Image: © Blue Marine Foundation
ZSL have released their conservation strategy aimed at returning the 'royal sturgeon' to British waters. The ambitious plan is seeking to restore the population of this critically endangered species.
The release of the UK Sturgeon Conservation Strategy and Action Plan was timed to coincide with the upcoming Royal Coronation this Saturday marking the relationship between the sturgeon and the Royal family.
This species was declared a royal fish by King Edward II as Hannah McCormick, ZSL’s Conservation Project Officer for Estuaries and Wetland explained, ''...they were declared “royal fish” by King Edward II back in the 14th Century, meaning all sturgeons landed in the UK have to be offered to the Crown – although nowadays this is just a formality.''
“Fast-forward 700 years, and sturgeons have all but disappeared from our waters, after dam construction in rivers blocking their migration routes and overfishing caused numbers to plummet in the latter half of the 20th century,” she added.
Through the plan, the team responsible for it will be working with key stakeholders and river users to take the necessary steps towards sturgeon restoration – such as identifying essential habitats, the restoration of migratory passages and reducing accidental bycatch.
This action in the UK is part of a wider effort to restore the species across Europe with successful action in Germany and France which have helped bring the species back from extinction.
Recently an increase in sightings has reported across the UK an encouraging sign for the future of the species.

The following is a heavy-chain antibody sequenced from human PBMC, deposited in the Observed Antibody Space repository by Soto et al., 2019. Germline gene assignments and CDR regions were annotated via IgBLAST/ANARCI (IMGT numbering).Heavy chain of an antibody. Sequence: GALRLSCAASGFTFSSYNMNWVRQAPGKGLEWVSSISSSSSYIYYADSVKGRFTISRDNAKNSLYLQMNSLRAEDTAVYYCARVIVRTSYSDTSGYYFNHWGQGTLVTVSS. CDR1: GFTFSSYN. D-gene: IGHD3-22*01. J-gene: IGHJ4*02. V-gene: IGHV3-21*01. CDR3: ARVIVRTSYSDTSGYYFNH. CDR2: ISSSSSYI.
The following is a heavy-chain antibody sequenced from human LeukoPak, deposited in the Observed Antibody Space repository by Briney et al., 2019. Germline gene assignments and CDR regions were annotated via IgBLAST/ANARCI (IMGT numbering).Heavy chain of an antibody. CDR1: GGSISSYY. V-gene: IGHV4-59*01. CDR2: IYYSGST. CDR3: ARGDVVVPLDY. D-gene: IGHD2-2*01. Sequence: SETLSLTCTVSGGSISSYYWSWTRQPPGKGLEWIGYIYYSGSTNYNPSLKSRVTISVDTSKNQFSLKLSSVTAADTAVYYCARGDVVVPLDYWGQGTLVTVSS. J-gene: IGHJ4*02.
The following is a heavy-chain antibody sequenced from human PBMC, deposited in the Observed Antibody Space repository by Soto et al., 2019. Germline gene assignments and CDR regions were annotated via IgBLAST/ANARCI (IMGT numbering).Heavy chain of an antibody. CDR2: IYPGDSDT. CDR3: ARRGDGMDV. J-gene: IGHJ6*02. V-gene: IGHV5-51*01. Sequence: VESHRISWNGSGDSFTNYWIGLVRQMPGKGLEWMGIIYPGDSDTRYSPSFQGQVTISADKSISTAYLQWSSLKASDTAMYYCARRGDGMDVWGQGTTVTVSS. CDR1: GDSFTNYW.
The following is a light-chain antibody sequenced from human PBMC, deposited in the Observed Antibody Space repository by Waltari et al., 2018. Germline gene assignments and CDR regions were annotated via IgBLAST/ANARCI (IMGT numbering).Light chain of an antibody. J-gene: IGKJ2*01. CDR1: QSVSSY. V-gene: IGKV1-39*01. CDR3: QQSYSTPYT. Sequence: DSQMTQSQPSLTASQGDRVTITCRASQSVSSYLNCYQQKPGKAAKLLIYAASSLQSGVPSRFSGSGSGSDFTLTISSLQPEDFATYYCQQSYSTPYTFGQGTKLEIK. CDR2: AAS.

Hannah continued: “The decline of sturgeons is a worldwide problem: these ancient fish outlived the dinosaurs and in fact still closely resemble their ancestors, which swam in Earth’s seas and rivers 100 million years ago. But after pushing them to the very brink of extinction, all 26 sturgeon species are under threat of being lost forever – earning them the undesirable title of being the most threatened group of animals of the IUCN Red List. The UK Sturgeon Conservation Strategy and Action Plan offers a solid, evidence-based way forward to restore the species – and a vital chance to save them.”
The European and Atlantic sturgeon are a fully migratory species. Their life begins in freshwater streams and rivers before they make their way out to the ocean where they will spend much of their 60 year lifespan. Every few years they will return to freshwater habitats where they can reproduce.
Jenny Murray, Blue Marine Foundation’s Senior Restoration Projects Manager said: “The development of this Action Plan has been an exciting first step that contributes to the European efforts of restoring sturgeons. This has been a truly collaborative approach that has highlighted the interest and need to see habitats in a good enough condition for their return. The public can support sturgeons return by raising awareness of this beautiful species and reporting any sightings to the Save the Sturgeon website.”
Steve Colclough, Chair of the Estuarine & Marine Specialist Section at the Institute of Fisheries Management added: “We now have over 5,200 records of sturgeon in rivers, estuaries and coastal waters all around the UK, since at least 1700. Our waters clearly formed part of the natural range of these great migrators. Until recently, the numbers visiting us have been so low that these were only recognized as occasional vagrants. In the 18th and 19th century many fish were captured in our rivers and in some cases where they were not offered to the crown, they were removed and destroyed as strange exotic sea monsters. Now we know better, we can help conserve these flagship species for future generations to see.”
Tony Juniper, Chair of Natural England who wrote the foreword for the UK Sturgeon Conservation and Action Plan said: “Natural England are happy to have been able to contribute guidance in the form of science and evidence to this Action Plan and hope it provides the stimulus required to encourage further ambition for the recovery of this special aquatic species into our rivers, estuaries and seas.”
The sturgeon is one of the main species from which eggs are taken to be used for caviar.
Image: © P. Freudenberg
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